2005’s The Crow: Wicked Prayer dared to ask what if The Crow, but with some made-up-by-whitey “Native American” bullshit, and Satan? I don’t even know where to start with this, except to say that if you can buy bland TV stalwart David Boreanaz as a Charles Manson-esque cult leader who can single-handedly overcome four prison guards, then you’ll probably be okay with it.
Rather than an urban hellhole, Wicked Prayer takes place on a reservation in the Southwest, though considering there are no actual Native American actors in the cast, the only way you would know that it’s “Native” is that the soundtrack consists mostly of mournful Spanish guitar and panflute (with some occasional mystical “ah ya ya” vocalizing). As opposed to the other three movies, the villains get as much, if not more screen time than the hero. Luc Crash (Boreanaz) and his girlfriend Lola Byrne (Tara Reid) — yes, that’s “Crash and Byrne,” like a bad cop show — along with their henchmen Pestilence, War and Famine (I continue to not kid you) are hoping to partake in a ritual that will allow the Devil to be reborn in Luc. This very small cult lives on the reservation terrorizing its citizens unchecked, while Jimmy Cuervo (Edward Furlong), a young ex-con who committed a fairly noble crime (killing a rapist), is harassed and spat upon by the local constabulary.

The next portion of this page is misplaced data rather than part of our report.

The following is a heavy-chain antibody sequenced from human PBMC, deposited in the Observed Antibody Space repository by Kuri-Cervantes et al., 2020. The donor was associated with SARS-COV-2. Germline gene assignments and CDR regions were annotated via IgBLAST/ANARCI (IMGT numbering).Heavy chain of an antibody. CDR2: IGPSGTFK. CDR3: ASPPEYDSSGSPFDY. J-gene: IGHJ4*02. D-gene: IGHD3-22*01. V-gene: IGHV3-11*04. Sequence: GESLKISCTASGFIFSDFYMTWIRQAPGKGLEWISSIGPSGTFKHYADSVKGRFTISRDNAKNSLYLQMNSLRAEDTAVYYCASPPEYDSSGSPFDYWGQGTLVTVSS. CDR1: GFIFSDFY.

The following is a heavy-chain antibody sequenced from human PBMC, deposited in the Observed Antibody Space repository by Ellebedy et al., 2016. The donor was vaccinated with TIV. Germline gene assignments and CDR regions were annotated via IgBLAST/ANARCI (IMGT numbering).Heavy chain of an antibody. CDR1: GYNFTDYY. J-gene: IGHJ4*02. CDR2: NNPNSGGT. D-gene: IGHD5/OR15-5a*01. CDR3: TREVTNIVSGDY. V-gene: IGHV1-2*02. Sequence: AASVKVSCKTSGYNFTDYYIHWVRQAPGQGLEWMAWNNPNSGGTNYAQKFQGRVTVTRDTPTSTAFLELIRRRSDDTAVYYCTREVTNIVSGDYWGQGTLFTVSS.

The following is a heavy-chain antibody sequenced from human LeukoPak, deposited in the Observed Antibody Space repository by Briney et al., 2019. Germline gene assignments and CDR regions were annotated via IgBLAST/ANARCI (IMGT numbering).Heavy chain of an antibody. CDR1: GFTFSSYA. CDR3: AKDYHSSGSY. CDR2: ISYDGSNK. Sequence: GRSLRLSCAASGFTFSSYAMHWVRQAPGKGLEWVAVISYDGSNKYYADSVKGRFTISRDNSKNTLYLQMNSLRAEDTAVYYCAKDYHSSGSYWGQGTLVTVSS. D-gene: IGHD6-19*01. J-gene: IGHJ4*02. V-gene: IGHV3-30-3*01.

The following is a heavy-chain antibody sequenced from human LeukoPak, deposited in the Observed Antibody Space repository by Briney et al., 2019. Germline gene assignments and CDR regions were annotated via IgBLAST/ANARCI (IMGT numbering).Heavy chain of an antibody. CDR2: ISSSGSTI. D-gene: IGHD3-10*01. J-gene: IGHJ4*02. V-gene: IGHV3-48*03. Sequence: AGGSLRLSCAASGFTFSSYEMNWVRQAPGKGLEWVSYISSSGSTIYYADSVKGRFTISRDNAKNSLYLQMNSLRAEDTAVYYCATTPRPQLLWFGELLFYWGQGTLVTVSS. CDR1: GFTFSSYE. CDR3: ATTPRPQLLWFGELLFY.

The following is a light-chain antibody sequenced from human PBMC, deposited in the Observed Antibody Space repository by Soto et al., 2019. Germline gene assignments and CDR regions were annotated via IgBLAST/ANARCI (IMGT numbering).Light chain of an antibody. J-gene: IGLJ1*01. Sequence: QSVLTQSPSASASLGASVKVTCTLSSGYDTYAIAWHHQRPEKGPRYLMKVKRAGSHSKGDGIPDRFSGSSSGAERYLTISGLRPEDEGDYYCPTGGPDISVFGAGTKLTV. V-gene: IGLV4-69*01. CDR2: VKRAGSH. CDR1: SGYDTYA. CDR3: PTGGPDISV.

Part of Luc and Lola’s extremely complicated ritual involves murdering Jimmy and his girlfriend, sacrificing a virgin, and then murdering a whole bunch of other people on the way to getting married before cult elder El Nino (Dennis Hopper! Dennis Hopper!!!!!) and consummating their marriage in a cemetery. Jimmy returning from the dead to seek vengeance for his and his girlfriend’s murders seems secondary to all this nonsense, which includes Luc wisecracking “How about a little sympathy for the Devil?”.